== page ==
Ah, Star Wars. Graveyard of Grange Hill teachers, home of pioneering special effects, hairdressers' nemesis, origin of quite possibly the Best Made-Up Weapon Ever.
As any of my old friends reading this will be aware, I have been known to express some... opinions... on Star Wars. Fortunately, we're all grown-ups now, and since my idea of making friends no longer involves slagging off Star Wars at length, I no longer feel the need loudly and repeatedly to criticise every aspect of it. The film definitely has merits (including a really satisfyingly happy ending). Some things, however, remain true: I prefer The Lord of the Rings and Star Trek, I still think Episodes IV and V are slightly over-long and dull while I and II are appallingly over-long and dull, and I still think Revenge of the Sith is by far the best of the Star Wars films. It doesn't help, of course, that I've loved LOTR and Star Trek since early childhood, but didn't see Star Wars until I was 16 (and by the way, to all those who saw it as children - weren't you freaked out by the horrific skeleton of Uncle Ben smoking gently in the sunlight?!).
George Lucas claims that the success of Star Wars - perhaps better to say the quality of Star Wars - is partly thanks to its following the mythical pattern of the hero's journey, as laid out by Joseph Campbell. I'm afraid this argument has always mildly irritated me! One reason is that it sounds like a cop-out excuse for how derivative Star Wars is. Obi-Wan is like Gandalf and Merlin because he's a Jungian archetype, apparently - reasoning which protects Lucas from accusations that he's like Gandalf and Merlin because he's based on Gandalf and Merlin. I find Jung's theories, on which Campbell's are based, very interesting, but I don't subscribe to them myself. I think the enduring popularity of myth is fascinating, but more complicated than such a theory allows (though clearly there are universal story elements about sex, parenthood, growing up and so on that have meaning across times and cultures due to our basic biological make-up). I also prefer to defend derivative stories, not because there's something inherently mythic and worthy about them, but because there's nothing wrong with re-telling an old story in your own way. That's what the Greek tragedians did, and it's what Shakespeare did, and the modern obsession with originality is what we should be criticising, not the authors or stories that build on those that have gone before.
While I'm on the subject of universal myths, I don't actually think Star Wars has much in common with ancient myths. Scholars like Jung, Campbell and Claude Levi-Strauss liked to break myths down into constituent parts so tiny, you could relate almost anything to almost anything else. But I'm a Classicist - I don't deal with broad plot outlines, but with individual texts/pictures/films/whatever. And similarities between Star Wars and Greek tragedy or ancient epic poetry are limited. The damsel-in-distress angle, though not unknown in Greek myth (Perseus and Andromeda, for example) is much more common in European folklore. The Wise Old Man is more common in Norse or Arthurian legend (ancient heroes get oracles and advice from friendly deities, quite often female ones, but are otherwise on their own). The young hero yearning for adventure is not a common feature - ancient heroes are more likely to get exiled for accidentally murdering a relative or dress up as girls on the Island of Skyros to avoid 'adventure' (partly because the inevitably of fate and man's helplessness against the gods is often a theme, which doesn't work if your hero is desperate to get out there and start adventuring). Ancient metaphors for coming of age tended more towards sacrificing girls to deities (symbolising the 'death' of the young girl as she becomes a wife and mother) than training montages with fancy weapons.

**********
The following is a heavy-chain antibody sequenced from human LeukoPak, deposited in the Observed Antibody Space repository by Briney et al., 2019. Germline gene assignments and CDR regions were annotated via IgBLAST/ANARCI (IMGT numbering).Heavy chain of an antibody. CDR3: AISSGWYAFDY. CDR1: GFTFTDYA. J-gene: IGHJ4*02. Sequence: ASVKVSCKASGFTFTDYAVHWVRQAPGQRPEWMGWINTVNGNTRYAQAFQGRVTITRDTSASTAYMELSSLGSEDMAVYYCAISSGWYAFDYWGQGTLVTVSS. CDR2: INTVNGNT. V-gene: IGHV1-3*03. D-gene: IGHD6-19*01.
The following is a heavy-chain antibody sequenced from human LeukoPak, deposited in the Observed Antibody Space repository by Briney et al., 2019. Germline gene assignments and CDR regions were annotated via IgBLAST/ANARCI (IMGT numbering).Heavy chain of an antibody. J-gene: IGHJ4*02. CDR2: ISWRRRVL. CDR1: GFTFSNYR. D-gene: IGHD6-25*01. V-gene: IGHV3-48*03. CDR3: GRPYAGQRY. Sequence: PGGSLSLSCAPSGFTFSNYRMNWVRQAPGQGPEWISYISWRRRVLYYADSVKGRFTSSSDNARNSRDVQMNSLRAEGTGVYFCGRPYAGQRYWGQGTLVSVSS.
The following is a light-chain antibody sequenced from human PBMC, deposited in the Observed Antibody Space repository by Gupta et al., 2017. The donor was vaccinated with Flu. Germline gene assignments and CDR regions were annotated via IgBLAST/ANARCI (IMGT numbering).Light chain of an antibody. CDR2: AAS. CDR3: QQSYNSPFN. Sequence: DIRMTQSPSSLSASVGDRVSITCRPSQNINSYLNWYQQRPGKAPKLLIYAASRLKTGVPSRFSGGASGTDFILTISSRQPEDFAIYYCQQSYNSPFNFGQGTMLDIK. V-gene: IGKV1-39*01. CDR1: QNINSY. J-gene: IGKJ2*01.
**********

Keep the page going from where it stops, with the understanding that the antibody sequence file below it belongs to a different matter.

This is not to say, though, that there are no Classical influences on the films. For one thing, the political system is based on the Senate - which I'll discuss in more detail when I get to the prequels (if I can bear to sit through The Phantom Menace again, and actually pay attention to the politics of it). The word 'Empire' might also bring Rome to mind, though to be honest, I'm not sure something described simply as 'the evil Galactic Empire' can really be mapped onto anything real (and the depiction of it here is much more reminiscent of Nazi Germany, right down to the 'Stormtroopers'). Otherwise, Classical elements in this first film are fairly limited, the ancient world not being terribly big on rebellions. Or spaceships.
Cave home of the type used for filming Tattooine, in Tunisia
On another subject entirely, the added CGI for the special edition is horrible. Plastic, out of place and not nearly as amusing as Lucas clearly thinks it is.
And why does George Lucas hate arms? Every film, someone loses an arm. Logical I suppose, but you'd think occasionally they'd go for a leg instead.
Now I must go as I've developed a mysterious and inexplicable craving for a Danish pastry...